YARMOUTH — For as long as anyone living can remember, two dams have impounded portions of the Royal River as it flows through North Yarmouth and Yarmouth on its way to Casco Bay.

These dams have been in place since the late 18th century, when they or their predecessors were built to control flows and harness the river’s power for manufacturing purposes. Today the mills and others that once depended on the dams for energy are gone; the dams have become a relic of a bygone time.

Because they block the Royal River’s natural flow, the dams have also become an impediment to the migration of diadromous fish – alewives, shad, eels, perhaps Atlantic salmon – that once ascended the Royal from the sea. A fishway on one of the dams no longer works. The river above the upper dam, at Elm Street in Yarmouth, is now essentially a long, freshwater pond.

Both of the dams are now owned by the town of Yarmouth, which must decide what to do with them. The dams are old; if they remain in place, there will be capital costs for repairs and maintenance over time. If the town decides to remove them, there will be costs as well. Mother Nature may remove the dams regardless, with unplanned consequences.

A healthy discussion is getting under way. Defenders of the upstream “pond” and its recreational value have been heard from, as have the users of the harbor below the dams, where there’s understandable concern about increased siltation if the dams aren’t there. On the other side are advocates for a free-flowing river, migrating fish and other recreational and ecological benefits.

The Royal River Conservation Trust is a regional land trust headquartered in Yarmouth conserving land, trails and farms across the entire Royal River watershed. We are naturally concerned about the dams, their effects on the river and what should be done about them. We have conserved land above the dams, below the dams and between the dams in order to protect clean water, open space and habitat.

Until now, the Royal River Conservation Trust has refrained from taking a position in this debate, in the belief that it can best function as a clearinghouse for information about the river and the dams, helping everyone understand what’s at stake.

But with a decision drawing near – the Yarmouth Town Council is now more actively wrestling with the competing concerns and goals – it’s time for the trust to state its views publicly.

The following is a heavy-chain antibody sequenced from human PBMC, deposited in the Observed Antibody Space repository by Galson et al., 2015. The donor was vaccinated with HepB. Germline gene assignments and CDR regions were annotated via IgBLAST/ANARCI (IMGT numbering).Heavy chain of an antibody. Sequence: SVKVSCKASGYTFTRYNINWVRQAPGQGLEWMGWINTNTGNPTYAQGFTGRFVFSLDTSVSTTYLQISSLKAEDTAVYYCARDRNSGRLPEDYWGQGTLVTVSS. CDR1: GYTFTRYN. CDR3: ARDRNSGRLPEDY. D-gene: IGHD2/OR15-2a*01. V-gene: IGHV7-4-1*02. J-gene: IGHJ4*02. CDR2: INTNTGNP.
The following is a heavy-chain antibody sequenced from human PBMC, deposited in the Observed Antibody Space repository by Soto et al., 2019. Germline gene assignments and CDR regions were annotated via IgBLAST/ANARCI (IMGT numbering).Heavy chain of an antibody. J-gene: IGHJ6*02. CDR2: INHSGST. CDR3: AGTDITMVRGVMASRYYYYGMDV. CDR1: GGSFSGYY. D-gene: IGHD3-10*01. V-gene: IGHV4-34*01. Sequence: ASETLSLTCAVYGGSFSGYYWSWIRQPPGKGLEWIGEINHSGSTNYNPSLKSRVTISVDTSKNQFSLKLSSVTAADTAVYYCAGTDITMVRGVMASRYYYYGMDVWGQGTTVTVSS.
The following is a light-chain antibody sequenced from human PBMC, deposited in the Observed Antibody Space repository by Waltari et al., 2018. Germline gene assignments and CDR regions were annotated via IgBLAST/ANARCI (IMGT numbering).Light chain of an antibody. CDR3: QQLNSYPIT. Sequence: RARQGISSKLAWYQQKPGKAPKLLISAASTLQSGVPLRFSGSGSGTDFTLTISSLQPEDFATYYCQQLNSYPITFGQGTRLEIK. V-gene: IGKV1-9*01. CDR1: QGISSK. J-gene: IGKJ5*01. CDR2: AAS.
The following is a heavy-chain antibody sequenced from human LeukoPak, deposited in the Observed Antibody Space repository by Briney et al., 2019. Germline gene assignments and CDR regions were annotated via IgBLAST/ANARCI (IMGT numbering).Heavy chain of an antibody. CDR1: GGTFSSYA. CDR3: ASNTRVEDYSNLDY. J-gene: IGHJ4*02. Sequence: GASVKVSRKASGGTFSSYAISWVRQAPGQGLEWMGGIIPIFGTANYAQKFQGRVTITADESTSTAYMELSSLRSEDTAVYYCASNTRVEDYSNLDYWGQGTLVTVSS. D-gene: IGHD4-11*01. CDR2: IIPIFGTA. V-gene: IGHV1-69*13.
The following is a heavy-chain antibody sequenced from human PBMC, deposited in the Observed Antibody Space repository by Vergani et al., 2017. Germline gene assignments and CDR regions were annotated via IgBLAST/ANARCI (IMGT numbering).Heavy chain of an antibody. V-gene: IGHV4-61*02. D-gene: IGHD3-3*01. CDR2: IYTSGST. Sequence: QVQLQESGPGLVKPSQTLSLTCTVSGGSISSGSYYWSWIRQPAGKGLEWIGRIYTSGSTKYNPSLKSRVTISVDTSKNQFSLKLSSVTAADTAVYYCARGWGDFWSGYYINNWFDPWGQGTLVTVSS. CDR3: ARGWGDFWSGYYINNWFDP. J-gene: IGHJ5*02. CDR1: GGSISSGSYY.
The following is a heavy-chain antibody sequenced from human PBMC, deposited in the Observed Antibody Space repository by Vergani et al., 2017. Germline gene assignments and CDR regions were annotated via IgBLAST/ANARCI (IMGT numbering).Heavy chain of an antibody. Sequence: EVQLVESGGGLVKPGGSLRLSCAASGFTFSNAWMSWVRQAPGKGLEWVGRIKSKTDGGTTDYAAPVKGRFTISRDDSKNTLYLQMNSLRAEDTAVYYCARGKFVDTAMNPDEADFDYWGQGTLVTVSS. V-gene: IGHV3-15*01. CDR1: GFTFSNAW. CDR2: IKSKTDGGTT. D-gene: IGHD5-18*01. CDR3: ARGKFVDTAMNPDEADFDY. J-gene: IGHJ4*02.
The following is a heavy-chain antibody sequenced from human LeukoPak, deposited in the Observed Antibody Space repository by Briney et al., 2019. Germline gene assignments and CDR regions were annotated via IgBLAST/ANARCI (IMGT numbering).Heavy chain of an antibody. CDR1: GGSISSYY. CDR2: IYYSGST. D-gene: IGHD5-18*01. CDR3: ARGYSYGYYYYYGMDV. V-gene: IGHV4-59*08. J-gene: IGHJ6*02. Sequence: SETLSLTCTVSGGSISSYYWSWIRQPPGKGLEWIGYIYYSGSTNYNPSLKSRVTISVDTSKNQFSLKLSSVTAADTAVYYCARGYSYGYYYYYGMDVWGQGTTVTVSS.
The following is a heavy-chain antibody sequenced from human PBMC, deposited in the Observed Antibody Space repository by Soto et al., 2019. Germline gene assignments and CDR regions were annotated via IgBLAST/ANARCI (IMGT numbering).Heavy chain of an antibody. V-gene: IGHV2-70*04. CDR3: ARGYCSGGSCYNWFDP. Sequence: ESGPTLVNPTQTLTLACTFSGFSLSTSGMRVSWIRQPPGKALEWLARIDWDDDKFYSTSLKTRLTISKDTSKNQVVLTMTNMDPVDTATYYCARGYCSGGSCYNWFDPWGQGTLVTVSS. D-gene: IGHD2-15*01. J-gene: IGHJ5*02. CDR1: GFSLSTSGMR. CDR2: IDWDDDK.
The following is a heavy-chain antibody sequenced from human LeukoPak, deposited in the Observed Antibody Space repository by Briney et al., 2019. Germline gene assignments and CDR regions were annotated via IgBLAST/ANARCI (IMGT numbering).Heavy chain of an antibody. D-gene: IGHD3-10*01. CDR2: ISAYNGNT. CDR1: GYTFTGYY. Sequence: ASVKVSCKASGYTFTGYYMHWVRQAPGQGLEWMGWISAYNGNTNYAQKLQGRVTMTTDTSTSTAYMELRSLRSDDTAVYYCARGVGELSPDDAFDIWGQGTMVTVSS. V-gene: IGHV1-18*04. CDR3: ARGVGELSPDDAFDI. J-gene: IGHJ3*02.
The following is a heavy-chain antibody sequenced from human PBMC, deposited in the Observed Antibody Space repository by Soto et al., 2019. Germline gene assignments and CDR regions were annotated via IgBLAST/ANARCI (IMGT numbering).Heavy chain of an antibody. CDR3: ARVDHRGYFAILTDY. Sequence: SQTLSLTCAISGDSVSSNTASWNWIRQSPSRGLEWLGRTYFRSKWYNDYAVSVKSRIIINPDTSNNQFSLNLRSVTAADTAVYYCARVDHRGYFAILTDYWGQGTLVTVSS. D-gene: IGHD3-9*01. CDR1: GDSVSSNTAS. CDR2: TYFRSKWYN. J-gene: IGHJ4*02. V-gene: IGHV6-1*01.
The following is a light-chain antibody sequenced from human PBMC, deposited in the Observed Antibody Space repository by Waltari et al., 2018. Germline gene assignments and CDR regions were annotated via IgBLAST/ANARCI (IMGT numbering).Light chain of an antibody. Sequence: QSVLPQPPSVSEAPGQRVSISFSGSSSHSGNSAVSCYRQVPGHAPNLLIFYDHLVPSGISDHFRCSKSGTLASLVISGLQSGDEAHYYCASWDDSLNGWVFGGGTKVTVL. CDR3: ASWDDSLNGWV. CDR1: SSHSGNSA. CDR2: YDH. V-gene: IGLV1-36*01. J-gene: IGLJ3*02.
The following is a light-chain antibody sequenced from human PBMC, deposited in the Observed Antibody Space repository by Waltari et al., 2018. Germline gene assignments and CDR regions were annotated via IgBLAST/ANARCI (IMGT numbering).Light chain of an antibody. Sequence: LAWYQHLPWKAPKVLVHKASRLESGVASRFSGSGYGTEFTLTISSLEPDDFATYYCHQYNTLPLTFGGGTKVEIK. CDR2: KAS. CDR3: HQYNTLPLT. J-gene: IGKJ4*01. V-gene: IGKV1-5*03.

Our position: Move forward on the removal of the lower dam, at Bridge Street, while undertaking a more deliberate process for continued focus on the Elm Street dam. This process should include the convening of an advisory committee that includes all interested parties, particularly the three marinas and other waterfront users in Yarmouth harbor.

We support the dredging of Yarmouth harbor with no delay, and will support public funding for harbor dredging. Consultants have found that dam removal will not add toxins to the harbor; the Royal River Conservation Trust believes these findings should be rigorously confirmed.

The Royal River is already changing: Today, it’s cleaner than it has been in a century. It’s becoming more accessible as the Royal River Conservation Trust, various towns and organizations create opportunities to use it.

A dam in Pownal was recently removed by a private landowner with the conservation trust’s help. And the entire river is increasingly protected from unwelcome changes, thanks to the efforts of the state, other regional programs, local land trusts and the Royal River Conservation Trust.

As we debate the future of this magnificent resource, we need to consider its changing role in the communities through which the Royal River passes. Over the years, the river has been a transportation corridor, a significant fishery, a carrier of waste, a source of energy, a place for summer and winter recreation. Today, it no longer carries waste or makes power, but it’s still significant in myriad other ways.

The river is resilient and connects habitats, communities and recreational destinations. It’s time to restore it fully, beginning with the removal of the Bridge Street dam.

— Special to the Press Herald